The past two days have seen forces loyal to Libya’s Government of National Accord (GNA) seize and then lose a key oilfield in the south, suggesting that General Khalifa Haftar’s Libyan National Army (LNA) is still the king of the country’s oil.
On Wednesday, the GNA announced it had taken control of the El Feel oilfield, which produces about 70,000 bpd, pushing Haftar’s forces out.
Later that same day, Haftar’s LNA launched airstrikes at the gates of the facilities, retaking the oilfield without causing any damage.
On Thursday, forces loyal to Haftar said that Chadian forces working for the GNA were preparing to attack the nearby Sharara oilfield, the country’s largest, Reuters reported. LNA warplanes claim to have repelled the attack, though this could not be confirmed independently.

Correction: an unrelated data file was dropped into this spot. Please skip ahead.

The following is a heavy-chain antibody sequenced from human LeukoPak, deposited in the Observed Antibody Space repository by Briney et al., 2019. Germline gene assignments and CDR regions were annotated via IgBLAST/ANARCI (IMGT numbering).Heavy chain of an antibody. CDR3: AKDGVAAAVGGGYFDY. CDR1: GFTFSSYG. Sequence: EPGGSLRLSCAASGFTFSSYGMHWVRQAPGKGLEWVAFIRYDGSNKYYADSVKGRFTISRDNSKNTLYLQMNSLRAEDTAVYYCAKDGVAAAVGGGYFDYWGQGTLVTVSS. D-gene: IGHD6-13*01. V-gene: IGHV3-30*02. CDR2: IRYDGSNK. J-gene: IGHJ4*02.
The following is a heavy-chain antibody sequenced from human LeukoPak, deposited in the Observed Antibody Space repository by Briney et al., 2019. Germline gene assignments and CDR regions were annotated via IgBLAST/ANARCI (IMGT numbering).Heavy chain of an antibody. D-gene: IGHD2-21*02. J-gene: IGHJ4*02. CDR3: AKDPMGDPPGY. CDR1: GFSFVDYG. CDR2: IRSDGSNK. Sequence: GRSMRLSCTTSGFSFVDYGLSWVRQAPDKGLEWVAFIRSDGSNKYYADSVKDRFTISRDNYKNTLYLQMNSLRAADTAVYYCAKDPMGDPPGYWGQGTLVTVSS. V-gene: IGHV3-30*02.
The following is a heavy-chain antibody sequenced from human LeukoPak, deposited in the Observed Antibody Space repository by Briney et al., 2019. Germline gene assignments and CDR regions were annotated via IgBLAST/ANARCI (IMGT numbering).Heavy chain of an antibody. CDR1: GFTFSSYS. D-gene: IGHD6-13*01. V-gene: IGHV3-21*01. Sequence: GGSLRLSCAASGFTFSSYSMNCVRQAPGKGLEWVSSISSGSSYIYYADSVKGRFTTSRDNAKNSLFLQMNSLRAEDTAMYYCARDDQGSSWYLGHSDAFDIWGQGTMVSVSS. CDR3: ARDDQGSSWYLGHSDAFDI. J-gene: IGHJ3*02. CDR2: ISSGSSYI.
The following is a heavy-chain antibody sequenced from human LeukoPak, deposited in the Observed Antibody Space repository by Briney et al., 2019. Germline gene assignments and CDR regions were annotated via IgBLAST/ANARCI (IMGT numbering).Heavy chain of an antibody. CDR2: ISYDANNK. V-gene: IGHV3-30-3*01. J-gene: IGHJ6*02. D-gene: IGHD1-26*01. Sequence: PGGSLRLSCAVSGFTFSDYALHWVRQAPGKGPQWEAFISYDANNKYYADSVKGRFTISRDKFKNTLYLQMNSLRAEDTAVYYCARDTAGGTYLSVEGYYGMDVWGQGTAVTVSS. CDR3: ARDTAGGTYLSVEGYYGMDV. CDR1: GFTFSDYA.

Production at El Feel had been suspended on Wednesday, but was gradually restarting by Thursday, as confirmed by the Libyan National Oil Company (NOC).
No NOC staff were harmed in the fighting, and facilities suffered only minor damage.
In a statement on Thursday, NOC Chairman Mustafa Sanalla said: “I remind all parties that Libya’s oil and gas fields are vital sources of revenues for the benefit of all Libyans. They must not be treated as military targets. Any fighting in the vicinity of any of our facilities forces us to cease production, in order to ensure the safety of our employees. When production ceases, all Libyans lose out.”
Last week, the Trump administration seemed to be moving towards support for General Haftar following a series of meetings with Eastern Libyan representatives and suggestions that one of Haftar’s representatives, Aref al-Nayed, would be expected to play a key role in the new Libyan leadership once Tripoli was “liberated” by the LNA.
U.S. support for Haftar has gone back and forth this year. In April, Trump was clearly supporting Haftar’s push to take over Tripoli, but by the summer, pressure was on to distance the administration from Haftar’s destructive war for the Libyan capital and the mounting civilian deaths.
By Julianne Geiger for Oilprice.com
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